This post has been corrected. Please see bottom for details.
EXCLUSIVE: When we saw Gerard Butler on the big screen in the fall, he was flying off to a world trouble spot in"Machine Gun Preacher," in which he played a real-life missionary-cum-mercenary in the Sudan.
Get ready for another fact-based period story, also set in a far-flung international hotspot, from Butler, who this time around will be involved as a producer.
Butler is gaining momentum in Hollywood for "The Septembers of Shiraz," the movie version of Dalia Sofer’s well-regarded debut novel from a few years back. The project recently signed up a director, the Brazilian Heitor Dhalia (the coming-of-age tale “Adrift,” the recent thriller “Gone”), according to a person familiar with the project who was not authorized to talk about it publicly. The film will be based on a script by Hanna Weg, who also wrote the upcoming action thriller ”The Bricklayer” for Butler. Casting is underway, with the film expected to lock down its leads in the coming weeks.
Though Butler will serve only in a producerial capacity, the film counts heavy involvement from the actor's camp. Also producing are Alan Siegel and Danielle Robinson, who work closely with Butler at his production company (Siegel first optioned the book), as well as Heidi Jo Markel, who is collaborating with Butler on his upcoming romantic dramedy “Playing the Field” and his White House thriller "Olympus Has Fallen."
Inspired by Sofer’s own experiences, “Shiraz” tells of a young Jewish girl in Iran whose life is thrown into disarray shortly after the 1979 revolution, when her wealthy jeweler father is brutally jailed. The father calls many in the shah’s inner circle associates, a fact that doesn't exactly sit well with the newly anointed Ayatollah Khomeini and the Revolutionary Guards under his command.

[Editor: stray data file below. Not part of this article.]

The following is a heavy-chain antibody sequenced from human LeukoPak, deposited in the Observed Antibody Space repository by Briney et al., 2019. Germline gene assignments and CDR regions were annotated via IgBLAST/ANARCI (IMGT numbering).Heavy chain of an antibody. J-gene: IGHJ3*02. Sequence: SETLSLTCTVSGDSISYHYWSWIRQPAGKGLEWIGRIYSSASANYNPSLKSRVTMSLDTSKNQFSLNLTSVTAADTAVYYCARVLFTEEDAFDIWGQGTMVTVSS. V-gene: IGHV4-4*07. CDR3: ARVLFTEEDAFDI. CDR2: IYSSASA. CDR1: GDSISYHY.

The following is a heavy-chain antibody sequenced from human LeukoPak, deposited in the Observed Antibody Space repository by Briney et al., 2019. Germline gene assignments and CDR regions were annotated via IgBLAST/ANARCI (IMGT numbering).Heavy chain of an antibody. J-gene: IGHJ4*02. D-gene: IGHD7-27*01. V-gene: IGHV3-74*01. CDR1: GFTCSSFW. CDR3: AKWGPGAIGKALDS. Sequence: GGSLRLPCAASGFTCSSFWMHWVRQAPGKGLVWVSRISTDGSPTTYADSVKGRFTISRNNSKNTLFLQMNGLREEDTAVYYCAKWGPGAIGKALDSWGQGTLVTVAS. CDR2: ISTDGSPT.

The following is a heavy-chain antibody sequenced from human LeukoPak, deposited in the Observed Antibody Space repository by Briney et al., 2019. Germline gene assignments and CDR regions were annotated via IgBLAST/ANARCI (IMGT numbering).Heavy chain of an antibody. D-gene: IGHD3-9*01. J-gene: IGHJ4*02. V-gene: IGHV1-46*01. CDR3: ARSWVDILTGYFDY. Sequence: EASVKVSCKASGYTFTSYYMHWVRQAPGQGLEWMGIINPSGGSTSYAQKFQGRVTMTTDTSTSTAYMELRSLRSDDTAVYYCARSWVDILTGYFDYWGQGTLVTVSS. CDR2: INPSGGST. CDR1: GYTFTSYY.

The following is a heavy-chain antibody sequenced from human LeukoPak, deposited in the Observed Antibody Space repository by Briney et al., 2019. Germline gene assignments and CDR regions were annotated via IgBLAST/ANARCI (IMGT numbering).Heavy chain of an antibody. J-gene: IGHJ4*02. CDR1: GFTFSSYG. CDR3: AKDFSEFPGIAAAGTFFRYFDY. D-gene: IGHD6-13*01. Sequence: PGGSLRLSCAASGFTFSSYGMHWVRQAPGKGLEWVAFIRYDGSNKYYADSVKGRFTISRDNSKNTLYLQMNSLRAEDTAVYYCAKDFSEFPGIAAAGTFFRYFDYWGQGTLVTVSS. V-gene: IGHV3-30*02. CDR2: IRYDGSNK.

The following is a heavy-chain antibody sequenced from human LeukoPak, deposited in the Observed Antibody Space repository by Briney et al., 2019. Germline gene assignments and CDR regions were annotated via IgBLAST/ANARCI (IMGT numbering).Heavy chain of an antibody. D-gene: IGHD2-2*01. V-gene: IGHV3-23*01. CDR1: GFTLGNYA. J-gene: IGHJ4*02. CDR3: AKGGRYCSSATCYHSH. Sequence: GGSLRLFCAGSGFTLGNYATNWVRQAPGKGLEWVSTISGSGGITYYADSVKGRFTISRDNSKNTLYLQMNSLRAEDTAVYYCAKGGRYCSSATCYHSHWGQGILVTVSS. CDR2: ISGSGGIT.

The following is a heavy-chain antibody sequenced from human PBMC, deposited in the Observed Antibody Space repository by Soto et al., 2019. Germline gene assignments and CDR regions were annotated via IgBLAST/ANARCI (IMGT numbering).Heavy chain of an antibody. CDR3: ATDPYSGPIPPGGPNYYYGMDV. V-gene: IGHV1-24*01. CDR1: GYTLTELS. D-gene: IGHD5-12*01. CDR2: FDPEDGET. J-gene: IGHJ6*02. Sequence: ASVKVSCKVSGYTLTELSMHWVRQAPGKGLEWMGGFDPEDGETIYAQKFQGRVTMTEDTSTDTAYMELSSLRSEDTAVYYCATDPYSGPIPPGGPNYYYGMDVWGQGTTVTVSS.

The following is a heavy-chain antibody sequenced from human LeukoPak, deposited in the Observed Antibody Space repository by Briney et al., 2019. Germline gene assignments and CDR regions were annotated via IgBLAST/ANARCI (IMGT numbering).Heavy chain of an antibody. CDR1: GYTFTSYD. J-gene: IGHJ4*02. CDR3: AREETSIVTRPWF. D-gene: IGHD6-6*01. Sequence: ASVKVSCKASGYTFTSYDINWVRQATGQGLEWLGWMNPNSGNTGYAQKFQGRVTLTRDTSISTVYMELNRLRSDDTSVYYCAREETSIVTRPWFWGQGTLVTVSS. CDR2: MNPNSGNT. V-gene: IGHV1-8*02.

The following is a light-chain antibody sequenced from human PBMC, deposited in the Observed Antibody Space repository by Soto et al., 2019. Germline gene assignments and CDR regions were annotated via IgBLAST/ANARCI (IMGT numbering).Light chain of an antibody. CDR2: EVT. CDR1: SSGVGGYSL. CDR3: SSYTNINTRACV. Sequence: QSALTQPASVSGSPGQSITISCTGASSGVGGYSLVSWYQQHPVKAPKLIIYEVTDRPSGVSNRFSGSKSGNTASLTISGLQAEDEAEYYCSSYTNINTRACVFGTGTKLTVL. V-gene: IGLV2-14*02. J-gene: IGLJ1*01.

The book garnered very strong reviews when it was released in 2007, with the Wall Street Journal calling it “extraordinary” for its depiction of the fragile bonds of family in a political hotbed, while the New York Times described it as "a remarkable debut," adding that the novel was "richly evocative [and] powerfully affecting."
It would be hard to avoid the political implications of the project, at a time when tensions between Iran and the West, particularly Israel, continue to simmer. (The movie is likely to shoot in Turkey or Israel as a stand-in for the Islamic Republic.)
Revolution-era Iran stories have been well-received -- e.g., “Persepolis” a few years ago -- while a story in modern-day Iran,"A Separation," won the country's first ever Oscar in 2012. But filmmaking in the country has become more challenging than ever as the political climate has worsened. Filmmakers no doubt hope that Butler’s involvement -- not to mention ongoing news events -- can keep the interest level high.
[For the Record, 10:30 a.m. July 3: An earlier version of this post implied that "Machine Gun Preacher" was Butler's most recent role. He has since appeared in "Coriolanus."]
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